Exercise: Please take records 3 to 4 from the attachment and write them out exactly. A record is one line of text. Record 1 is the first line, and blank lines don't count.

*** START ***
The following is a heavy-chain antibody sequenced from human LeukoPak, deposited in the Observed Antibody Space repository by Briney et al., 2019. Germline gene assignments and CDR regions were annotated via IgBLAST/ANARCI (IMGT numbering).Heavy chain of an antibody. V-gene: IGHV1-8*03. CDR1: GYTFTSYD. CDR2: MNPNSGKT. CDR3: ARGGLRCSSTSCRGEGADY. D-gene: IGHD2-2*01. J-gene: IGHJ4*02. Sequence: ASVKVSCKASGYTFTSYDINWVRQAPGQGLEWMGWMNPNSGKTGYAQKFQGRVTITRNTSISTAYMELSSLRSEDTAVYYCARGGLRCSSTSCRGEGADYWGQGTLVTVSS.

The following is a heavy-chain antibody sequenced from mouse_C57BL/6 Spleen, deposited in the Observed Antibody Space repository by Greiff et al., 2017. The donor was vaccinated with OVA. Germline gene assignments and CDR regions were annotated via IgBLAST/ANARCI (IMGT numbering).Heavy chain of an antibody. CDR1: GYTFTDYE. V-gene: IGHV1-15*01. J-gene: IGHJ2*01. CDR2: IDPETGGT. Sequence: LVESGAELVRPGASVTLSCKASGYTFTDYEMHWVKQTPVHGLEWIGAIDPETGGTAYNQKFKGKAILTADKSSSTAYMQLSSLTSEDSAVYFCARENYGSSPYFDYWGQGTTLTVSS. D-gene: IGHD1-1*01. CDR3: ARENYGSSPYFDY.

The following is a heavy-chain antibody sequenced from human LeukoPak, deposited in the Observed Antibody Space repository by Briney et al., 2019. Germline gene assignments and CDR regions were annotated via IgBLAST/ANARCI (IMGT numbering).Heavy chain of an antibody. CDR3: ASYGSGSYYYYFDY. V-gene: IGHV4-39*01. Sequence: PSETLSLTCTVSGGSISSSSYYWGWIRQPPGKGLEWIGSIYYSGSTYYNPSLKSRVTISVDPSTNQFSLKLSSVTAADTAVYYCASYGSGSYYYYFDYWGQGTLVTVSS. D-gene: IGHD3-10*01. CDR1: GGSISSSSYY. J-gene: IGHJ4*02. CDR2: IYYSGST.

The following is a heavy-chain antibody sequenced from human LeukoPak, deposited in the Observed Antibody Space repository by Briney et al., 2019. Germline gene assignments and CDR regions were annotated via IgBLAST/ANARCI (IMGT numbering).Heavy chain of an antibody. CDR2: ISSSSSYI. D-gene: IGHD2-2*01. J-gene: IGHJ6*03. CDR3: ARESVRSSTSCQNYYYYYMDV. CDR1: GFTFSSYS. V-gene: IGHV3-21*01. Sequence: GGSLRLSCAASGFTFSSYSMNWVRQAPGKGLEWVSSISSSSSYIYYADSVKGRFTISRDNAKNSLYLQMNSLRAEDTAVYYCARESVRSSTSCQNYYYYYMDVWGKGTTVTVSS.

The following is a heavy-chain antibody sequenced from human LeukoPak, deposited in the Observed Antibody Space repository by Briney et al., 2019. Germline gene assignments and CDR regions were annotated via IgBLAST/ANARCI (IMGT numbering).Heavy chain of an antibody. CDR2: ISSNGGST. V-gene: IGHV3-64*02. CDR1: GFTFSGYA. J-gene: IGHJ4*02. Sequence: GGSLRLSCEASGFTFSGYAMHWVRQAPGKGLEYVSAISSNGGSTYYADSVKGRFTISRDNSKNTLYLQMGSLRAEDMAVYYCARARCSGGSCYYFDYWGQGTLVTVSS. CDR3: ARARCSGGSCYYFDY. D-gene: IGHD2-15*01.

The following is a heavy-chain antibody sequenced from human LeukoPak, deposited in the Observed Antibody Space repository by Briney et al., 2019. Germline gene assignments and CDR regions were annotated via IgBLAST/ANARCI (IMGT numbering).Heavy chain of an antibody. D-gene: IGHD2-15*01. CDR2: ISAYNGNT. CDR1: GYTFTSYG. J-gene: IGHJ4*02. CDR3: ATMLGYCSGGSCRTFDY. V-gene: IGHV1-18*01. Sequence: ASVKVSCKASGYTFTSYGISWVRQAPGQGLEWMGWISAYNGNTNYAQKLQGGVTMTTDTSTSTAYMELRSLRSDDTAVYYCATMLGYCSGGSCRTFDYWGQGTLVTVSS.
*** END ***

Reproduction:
The following is a heavy-chain antibody sequenced from human LeukoPak, deposited in the Observed Antibody Space repository by Briney et al., 2019. Germline gene assignments and CDR regions were annotated via IgBLAST/ANARCI (IMGT numbering).Heavy chain of an antibody. CDR3: ASYGSGSYYYYFDY. V-gene: IGHV4-39*01. Sequence: PSETLSLTCTVSGGSISSSSYYWGWIRQPPGKGLEWIGSIYYSGSTYYNPSLKSRVTISVDPSTNQFSLKLSSVTAADTAVYYCASYGSGSYYYYFDYWGQGTLVTVSS. D-gene: IGHD3-10*01. CDR1: GGSISSSSYY. J-gene: IGHJ4*02. CDR2: IYYSGST.

The following is a heavy-chain antibody sequenced from human LeukoPak, deposited in the Observed Antibody Space repository by Briney et al., 2019. Germline gene assignments and CDR regions were annotated via IgBLAST/ANARCI (IMGT numbering).Heavy chain of an antibody. CDR2: ISSSSSYI. D-gene: IGHD2-2*01. J-gene: IGHJ6*03. CDR3: ARESVRSSTSCQNYYYYYMDV. CDR1: GFTFSSYS. V-gene: IGHV3-21*01. Sequence: GGSLRLSCAASGFTFSSYSMNWVRQAPGKGLEWVSSISSSSSYIYYADSVKGRFTISRDNAKNSLYLQMNSLRAEDTAVYYCARESVRSSTSCQNYYYYYMDVWGKGTTVTVSS.